Albert Antebi, forgotten Ottoman Zionist

He is almost forgotten now, but despite his premature death aged 46, Albert Antebi had exceptionally good relations with the Ottoman Turks in the early 20th century. He became an effective intermediary between the Zionists and the Ottoman Turks, obtaining Turkish passports for Palestinian Jews during WWI and the release of Ben-Gurion from jail.  David Ben-Gurion described him as the ‘mirror image of Lawrence of Arabia’. Interestingly,  this article by Mehmet Hasan Bulut in the Turkish newspaper The Daily Sabah shows Turkish sympathy for the Zionist enterprise.


Albert Abraham Antebi

Albert Abraham Antebi was born in Damascus in 1873. His family was famous for their rabbis. He studied at the Alliance School and went to Paris with a scholarship he won at the age of 15. He met his wife there and graduated from the Paris Institute of Technology. After graduation, he returned to Palestine.

Antebi, who started his duty at the Alliance schools in Jerusalem as a teacher, later became the administrator of these schools. He wrote columns for the newspaper ha-Herut, published by Sephardic Jews. He became Baron Rothschild’s right-hand man and translator in Palestine. He began buying lands from the Arabs and settled refugee Jews there. Through the Anglo-Palestine Company, which had a branch in Jaffa, he provided loans to Jewish colonies to start and expand their businesses.

He gained the trust of Ottoman administrators, foreign consuls and Zionists because he had good relations with people. But he could not get along with the conservative chief rabbi of Jerusalem. He worked hard for the replacement of the chief rabbi with someone else. When Chaim Nahum became the chief rabbi of the empire after the 1908 Young Turkish Revolution, Antebi’s wish was fulfilled and the chief rabbi of Jerusalem was dismissed like all other conservatives in the country.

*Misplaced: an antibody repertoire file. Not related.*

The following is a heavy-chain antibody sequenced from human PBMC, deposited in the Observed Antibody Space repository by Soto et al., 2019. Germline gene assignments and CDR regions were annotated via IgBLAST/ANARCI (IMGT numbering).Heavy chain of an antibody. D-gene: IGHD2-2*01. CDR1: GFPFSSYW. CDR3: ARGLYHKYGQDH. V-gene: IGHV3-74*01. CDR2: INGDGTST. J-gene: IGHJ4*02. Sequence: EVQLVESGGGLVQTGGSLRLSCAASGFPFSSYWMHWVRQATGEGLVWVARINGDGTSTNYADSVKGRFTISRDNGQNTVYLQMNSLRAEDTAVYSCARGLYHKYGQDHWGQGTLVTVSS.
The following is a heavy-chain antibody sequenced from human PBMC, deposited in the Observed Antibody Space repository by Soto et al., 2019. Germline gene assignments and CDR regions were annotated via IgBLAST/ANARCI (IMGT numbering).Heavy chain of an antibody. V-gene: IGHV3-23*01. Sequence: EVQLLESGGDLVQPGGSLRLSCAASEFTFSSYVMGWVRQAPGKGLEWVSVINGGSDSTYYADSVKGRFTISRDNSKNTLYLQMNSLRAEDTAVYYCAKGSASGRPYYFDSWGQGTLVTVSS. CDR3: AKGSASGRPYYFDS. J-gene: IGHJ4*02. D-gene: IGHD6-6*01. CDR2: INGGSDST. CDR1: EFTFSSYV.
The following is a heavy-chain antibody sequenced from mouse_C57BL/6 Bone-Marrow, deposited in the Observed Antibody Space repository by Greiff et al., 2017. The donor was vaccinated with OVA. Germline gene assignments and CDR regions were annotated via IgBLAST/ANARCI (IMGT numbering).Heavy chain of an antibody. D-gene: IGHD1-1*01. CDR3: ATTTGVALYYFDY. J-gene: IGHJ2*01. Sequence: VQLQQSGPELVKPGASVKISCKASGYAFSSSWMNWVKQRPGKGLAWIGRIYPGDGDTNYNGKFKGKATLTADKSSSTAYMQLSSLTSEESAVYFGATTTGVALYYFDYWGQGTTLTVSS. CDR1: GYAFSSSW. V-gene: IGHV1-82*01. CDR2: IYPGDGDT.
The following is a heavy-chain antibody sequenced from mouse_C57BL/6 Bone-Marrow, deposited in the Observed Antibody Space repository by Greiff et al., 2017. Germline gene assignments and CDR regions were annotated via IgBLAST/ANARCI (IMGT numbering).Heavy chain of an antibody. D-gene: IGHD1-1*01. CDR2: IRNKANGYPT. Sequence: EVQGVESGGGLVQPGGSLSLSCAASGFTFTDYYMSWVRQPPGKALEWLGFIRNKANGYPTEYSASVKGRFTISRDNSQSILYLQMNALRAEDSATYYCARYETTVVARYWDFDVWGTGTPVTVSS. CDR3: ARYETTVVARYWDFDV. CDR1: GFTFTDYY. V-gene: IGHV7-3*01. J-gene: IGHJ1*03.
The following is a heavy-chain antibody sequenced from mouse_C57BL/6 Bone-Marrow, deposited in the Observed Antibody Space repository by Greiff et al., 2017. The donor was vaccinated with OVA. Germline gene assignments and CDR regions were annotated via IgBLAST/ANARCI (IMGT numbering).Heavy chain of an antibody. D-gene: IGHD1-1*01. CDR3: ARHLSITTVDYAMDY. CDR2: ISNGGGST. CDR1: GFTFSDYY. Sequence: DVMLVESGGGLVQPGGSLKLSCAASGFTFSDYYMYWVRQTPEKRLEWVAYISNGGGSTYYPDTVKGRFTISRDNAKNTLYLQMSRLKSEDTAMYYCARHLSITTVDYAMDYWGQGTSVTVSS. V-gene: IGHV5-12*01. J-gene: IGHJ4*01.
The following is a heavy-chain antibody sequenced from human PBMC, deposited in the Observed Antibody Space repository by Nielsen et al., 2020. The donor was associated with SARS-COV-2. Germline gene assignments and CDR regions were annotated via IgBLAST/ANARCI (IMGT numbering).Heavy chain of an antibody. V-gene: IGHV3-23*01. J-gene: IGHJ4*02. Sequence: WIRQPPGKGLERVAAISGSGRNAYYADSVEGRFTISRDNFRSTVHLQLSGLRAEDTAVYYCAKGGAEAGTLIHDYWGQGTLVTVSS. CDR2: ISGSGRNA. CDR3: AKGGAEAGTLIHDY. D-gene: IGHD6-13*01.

In this period, Antebi became close to the people who would be the founders of Israel in the future. Journalist Itamar Ben-Avi, son of Eliezer Ben Yehuda – considered the father of modern Hebrew – was one of them. Antebi was even the one who first introduced Ben-Avi’s wife to him. Israel Shochat and Yitzhak Ben-Zvi, who founded the Hashomer (The Watchman) organization for armed struggle with the Arabs, were also among his friends. Antebi visited Shochat, Ben-Zvi and David Ben-Gurion while studying law in Istanbul in 1912. Taking advantage of the tolerance shown by the Young Turks to the Zionists, they engaged in political activities together.

With the start of the World War, the Young Turks, who had dethroned Sultan Abdülhamid II by joining hands in 1909, had a falling out with the Zionists. The Ottoman entry into the war on the side of Germany would lead to the deportation of Jews who were Russian citizens in Palestine. To prevent this, the Ottomanization Committee was established. Antebi, Ben-Zvi and Ben-Gurion joined this committee. The members of the Zionist office in Jaffa and the committee immediately started to work to provide Jews of different nationalities with Turkish citizenship. Antebi called for Turkish citizenship in the ha-Herut newspaper. But only 8,000 Jews took Turkish citizenship, some of the rest left Palestine while some were deported by the Young Turks.

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